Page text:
Indian Cooking Basics: Curry Base 1: Boiled Onion Paste

Indian Cooking Basics: Curry Base 1: Boiled Onion Paste


Many Indian curries, particularly those that hail from the north of India, rely on making a base with onions (with or without other ingredients such as ginger, garlic, tomatoes, herbs and spices). There are many ways to do this – making it difficult to cover them all in one blog post – which is why I have decided to do it in a series of posts. It’s all part of the service, my friend.

Often, this base is part of the recipe depending on the specific requirements of the curry and generally speaking, the slower the onions are cooked, the better the flavour. However, this also means that you have to spend a considerable amount of time in the kitchen, which is alright if you are in a pottering-around sort of a mood, but not if you’re rushing to put dinner on the table.

Like many Indian cooks, including professional chefs, I find it useful to make the bases in bulk.  Each of these different bases affects the flavour of the curry in a different way, so I often have more than one kind stashed away in the freezer at any given time. Once you have these bases handy, you can make a curry in no time at all.


A Note on the Type of Onions:

The best curries are made with onions that have lesser water content and are not too sweet, therefore ruling out Spanish & sweet onions. Red onions tend to spoil the colour of the curry and are best saved for salads and pickling. My personal favourite is the pink Rosanna onion available in the UK or the Bombay onions sold in Indian shops. However, they are either pricey or not easily available, in which case, the general-purpose brown onions work well.

Types of Onion Pastes:

The three main kinds of onion pastes are:

  1. Raw onion paste: This is where raw onion is ground into a paste which is then fried to obtain the curry base. I am NOT a fan of this at all as, if you are not careful, the onion oxidises quickly to become very bitter. And I also find that it lends a very strong flavour to the curry – the onion flavour asserts itself over others, which is alright if that’s the effect you are going for.
  2. Boiled onion paste: This doesn’t sound very glamorous, but it does the job beautifully and is my personal favourite. Here, the onion provides a subtle backdrop for the main ingredient rather than compete with it for attention. This paste works for all kinds of curries such as meat, fish, vegetables, beans but not in dals.
  3. Fried onion paste: Here, the onions are traditionally deep-fried before grinding them into a paste. This is also a slightly more assertive flavour which works best with meat dishes. Curries made with this base are darker in colour and often richer too. To make matters easier, fried onions are available in Indian groceries and all you have to do is to grind these up with a bit of water into a paste. However, they do have a coat of wheat flour which can marginally affect the flavour of the curry. My personal preference is to slow-roast the onions until deliciously caramelised. However, that’s another topic for another day.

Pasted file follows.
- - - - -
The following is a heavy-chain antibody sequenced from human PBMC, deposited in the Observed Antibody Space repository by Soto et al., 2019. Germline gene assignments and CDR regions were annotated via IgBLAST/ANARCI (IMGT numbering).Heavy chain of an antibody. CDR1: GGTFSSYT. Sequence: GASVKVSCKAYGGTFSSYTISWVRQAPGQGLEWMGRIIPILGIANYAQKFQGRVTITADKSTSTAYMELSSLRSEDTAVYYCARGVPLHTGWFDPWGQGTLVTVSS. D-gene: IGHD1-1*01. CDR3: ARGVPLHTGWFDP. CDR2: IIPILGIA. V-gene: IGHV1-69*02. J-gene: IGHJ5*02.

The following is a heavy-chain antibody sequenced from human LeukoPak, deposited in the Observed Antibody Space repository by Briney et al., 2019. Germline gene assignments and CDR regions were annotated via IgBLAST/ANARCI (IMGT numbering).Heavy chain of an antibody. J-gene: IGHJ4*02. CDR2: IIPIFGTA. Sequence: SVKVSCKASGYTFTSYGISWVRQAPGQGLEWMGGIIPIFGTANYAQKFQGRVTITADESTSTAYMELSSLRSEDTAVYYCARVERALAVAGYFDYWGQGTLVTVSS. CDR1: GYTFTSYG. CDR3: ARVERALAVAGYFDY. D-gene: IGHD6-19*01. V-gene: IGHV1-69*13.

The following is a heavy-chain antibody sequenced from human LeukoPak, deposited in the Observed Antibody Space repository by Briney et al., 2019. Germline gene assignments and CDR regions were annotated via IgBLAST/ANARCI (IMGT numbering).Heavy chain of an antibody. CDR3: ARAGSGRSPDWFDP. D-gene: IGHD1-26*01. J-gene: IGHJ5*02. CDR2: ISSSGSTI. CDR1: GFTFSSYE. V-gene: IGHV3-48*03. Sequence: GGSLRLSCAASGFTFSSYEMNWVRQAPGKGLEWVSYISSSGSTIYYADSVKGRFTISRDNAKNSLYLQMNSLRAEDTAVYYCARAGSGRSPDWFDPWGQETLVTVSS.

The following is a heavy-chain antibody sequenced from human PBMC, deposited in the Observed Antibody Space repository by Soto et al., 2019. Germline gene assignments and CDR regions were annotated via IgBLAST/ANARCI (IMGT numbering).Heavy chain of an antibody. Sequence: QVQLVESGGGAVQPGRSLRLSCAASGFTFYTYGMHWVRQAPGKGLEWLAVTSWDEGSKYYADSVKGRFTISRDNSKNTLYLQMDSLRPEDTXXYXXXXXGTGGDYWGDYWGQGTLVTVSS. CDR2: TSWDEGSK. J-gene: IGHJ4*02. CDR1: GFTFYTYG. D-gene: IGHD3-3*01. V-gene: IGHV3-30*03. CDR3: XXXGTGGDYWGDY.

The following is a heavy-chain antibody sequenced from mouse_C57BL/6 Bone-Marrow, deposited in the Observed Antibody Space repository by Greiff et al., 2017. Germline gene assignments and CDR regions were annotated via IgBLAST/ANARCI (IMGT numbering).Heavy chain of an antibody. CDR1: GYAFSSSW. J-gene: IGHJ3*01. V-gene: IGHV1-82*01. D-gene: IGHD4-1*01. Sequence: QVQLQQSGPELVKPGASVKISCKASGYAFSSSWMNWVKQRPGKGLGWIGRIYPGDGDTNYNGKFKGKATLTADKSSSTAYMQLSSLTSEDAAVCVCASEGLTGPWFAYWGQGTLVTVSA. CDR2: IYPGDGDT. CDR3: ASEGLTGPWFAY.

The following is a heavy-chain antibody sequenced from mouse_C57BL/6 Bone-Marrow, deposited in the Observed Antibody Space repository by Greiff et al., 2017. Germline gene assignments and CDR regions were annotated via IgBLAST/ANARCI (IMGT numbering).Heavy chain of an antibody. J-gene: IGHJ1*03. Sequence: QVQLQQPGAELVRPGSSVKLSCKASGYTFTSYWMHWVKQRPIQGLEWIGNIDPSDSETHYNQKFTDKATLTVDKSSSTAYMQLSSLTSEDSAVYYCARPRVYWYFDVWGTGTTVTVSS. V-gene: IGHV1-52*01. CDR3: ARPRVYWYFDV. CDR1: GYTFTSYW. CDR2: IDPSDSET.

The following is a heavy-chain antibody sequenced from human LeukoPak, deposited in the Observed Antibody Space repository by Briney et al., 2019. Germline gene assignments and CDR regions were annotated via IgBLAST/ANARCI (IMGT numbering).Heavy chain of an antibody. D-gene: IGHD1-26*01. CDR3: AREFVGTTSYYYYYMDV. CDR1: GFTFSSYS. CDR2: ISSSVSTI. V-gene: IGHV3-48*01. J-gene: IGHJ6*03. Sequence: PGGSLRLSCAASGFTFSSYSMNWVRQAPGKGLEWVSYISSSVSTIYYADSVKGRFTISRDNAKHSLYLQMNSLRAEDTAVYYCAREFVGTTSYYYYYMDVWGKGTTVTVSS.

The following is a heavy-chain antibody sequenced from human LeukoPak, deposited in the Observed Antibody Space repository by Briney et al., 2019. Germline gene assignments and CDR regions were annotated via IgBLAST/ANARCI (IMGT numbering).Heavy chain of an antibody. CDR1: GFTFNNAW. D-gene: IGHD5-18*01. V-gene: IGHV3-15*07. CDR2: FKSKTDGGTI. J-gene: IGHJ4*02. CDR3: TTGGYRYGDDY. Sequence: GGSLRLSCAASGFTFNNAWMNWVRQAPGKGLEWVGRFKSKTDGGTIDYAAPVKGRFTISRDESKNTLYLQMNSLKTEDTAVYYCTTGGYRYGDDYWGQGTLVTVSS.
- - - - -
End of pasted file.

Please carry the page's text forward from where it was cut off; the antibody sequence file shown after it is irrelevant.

Simple Or Complex Paste?

At its simplest, boiled onion paste is just chopped onions boiled in some water (not too much, otherwise you’ll spend ages reducing it when you make the curry) for a few minutes, then blending it. To make it more flavourful, spices, ginger and/or garlic may be added if you so prefer. I would not advise adding cinnamon though, as it doesn’t blend well and will give the paste a grainy texture – add it to the main curry instead.

At the other end of the scale is the kind that’s made in restaurants with a long list of ingredients including vegetables such as carrots & cabbage.  The recipe that follows is my favourite – it’s generic enough so that I can build my layers of flavours in the curry without every curry tasting the same yet also not too basic.


This yields a small quantity, for use in about 2 – 4 curries. To make it in bulk, you can easily double or triple the quantity of onions but instead of scaling other ingredients proportionately, use 1.5 or 2 x respectively.


Next time, I will show you how to use this paste to make curries.

Indian Cooking Basics: Part 1: Boiled Onion Paste

Easy to make, basic paste used by Indian chefs to enhance curries
5 from 1 vote
Course Basics
Cuisine Indian
Servings 1.5 cups


  • 150 g onion see post for what kind
  • 6 g garlic about 4 fat cloves
  • 6 g ginger about 1" piece
  • 6 green cardamoms
  • 4 cloves


  • Place all the ingredients in a saucepan and add water to come up to about half the height of the onions. Depending on the diameter of your saucepan, this could be about ½ to ¾ cup.
  • Bring to the boil, lower heat, cover with a lid and simmer for about 10 minutes.
  • Turn off the heat, cool to room temperature, then blend for at least 2 minutes to get a smooth puree. You could, as I sometimes do, pass it through a sieve to ensure extra smoothness.
  • Freeze in ice cube containers, then transfer to a plastic bag & keep frozen.
Keyword basics, boiled, curry, indian, onion, paste, sauce, secret